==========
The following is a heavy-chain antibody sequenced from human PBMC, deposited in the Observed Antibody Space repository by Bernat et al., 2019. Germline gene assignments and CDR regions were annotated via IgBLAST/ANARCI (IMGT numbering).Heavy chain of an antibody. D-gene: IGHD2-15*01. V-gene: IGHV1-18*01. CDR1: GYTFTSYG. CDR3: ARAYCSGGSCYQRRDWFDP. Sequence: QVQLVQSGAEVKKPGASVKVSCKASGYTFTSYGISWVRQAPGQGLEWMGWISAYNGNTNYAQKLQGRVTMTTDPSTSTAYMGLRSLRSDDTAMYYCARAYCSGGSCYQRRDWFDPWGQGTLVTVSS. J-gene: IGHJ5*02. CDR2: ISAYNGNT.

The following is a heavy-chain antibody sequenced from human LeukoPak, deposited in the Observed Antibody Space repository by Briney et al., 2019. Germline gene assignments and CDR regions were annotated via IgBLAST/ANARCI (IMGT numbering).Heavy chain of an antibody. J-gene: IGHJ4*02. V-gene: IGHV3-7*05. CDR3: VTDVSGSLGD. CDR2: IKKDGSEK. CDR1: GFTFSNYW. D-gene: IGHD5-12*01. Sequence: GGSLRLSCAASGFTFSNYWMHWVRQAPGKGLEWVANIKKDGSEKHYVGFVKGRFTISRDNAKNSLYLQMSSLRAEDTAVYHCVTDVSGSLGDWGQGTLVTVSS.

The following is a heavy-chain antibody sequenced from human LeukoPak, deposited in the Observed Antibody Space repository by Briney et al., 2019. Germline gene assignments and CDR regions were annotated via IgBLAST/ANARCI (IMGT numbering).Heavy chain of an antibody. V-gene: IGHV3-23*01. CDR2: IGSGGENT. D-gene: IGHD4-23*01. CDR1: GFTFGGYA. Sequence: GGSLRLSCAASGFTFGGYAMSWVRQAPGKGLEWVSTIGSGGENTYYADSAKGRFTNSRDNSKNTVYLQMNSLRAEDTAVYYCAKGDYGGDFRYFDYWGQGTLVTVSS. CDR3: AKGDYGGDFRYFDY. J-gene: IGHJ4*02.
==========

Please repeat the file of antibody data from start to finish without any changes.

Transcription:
The following is a heavy-chain antibody sequenced from human PBMC, deposited in the Observed Antibody Space repository by Bernat et al., 2019. Germline gene assignments and CDR regions were annotated via IgBLAST/ANARCI (IMGT numbering).Heavy chain of an antibody. D-gene: IGHD2-15*01. V-gene: IGHV1-18*01. CDR1: GYTFTSYG. CDR3: ARAYCSGGSCYQRRDWFDP. Sequence: QVQLVQSGAEVKKPGASVKVSCKASGYTFTSYGISWVRQAPGQGLEWMGWISAYNGNTNYAQKLQGRVTMTTDPSTSTAYMGLRSLRSDDTAMYYCARAYCSGGSCYQRRDWFDPWGQGTLVTVSS. J-gene: IGHJ5*02. CDR2: ISAYNGNT.

The following is a heavy-chain antibody sequenced from human LeukoPak, deposited in the Observed Antibody Space repository by Briney et al., 2019. Germline gene assignments and CDR regions were annotated via IgBLAST/ANARCI (IMGT numbering).Heavy chain of an antibody. J-gene: IGHJ4*02. V-gene: IGHV3-7*05. CDR3: VTDVSGSLGD. CDR2: IKKDGSEK. CDR1: GFTFSNYW. D-gene: IGHD5-12*01. Sequence: GGSLRLSCAASGFTFSNYWMHWVRQAPGKGLEWVANIKKDGSEKHYVGFVKGRFTISRDNAKNSLYLQMSSLRAEDTAVYHCVTDVSGSLGDWGQGTLVTVSS.

The following is a heavy-chain antibody sequenced from human LeukoPak, deposited in the Observed Antibody Space repository by Briney et al., 2019. Germline gene assignments and CDR regions were annotated via IgBLAST/ANARCI (IMGT numbering).Heavy chain of an antibody. V-gene: IGHV3-23*01. CDR2: IGSGGENT. D-gene: IGHD4-23*01. CDR1: GFTFGGYA. Sequence: GGSLRLSCAASGFTFGGYAMSWVRQAPGKGLEWVSTIGSGGENTYYADSAKGRFTNSRDNSKNTVYLQMNSLRAEDTAVYYCAKGDYGGDFRYFDYWGQGTLVTVSS. CDR3: AKGDYGGDFRYFDY. J-gene: IGHJ4*02.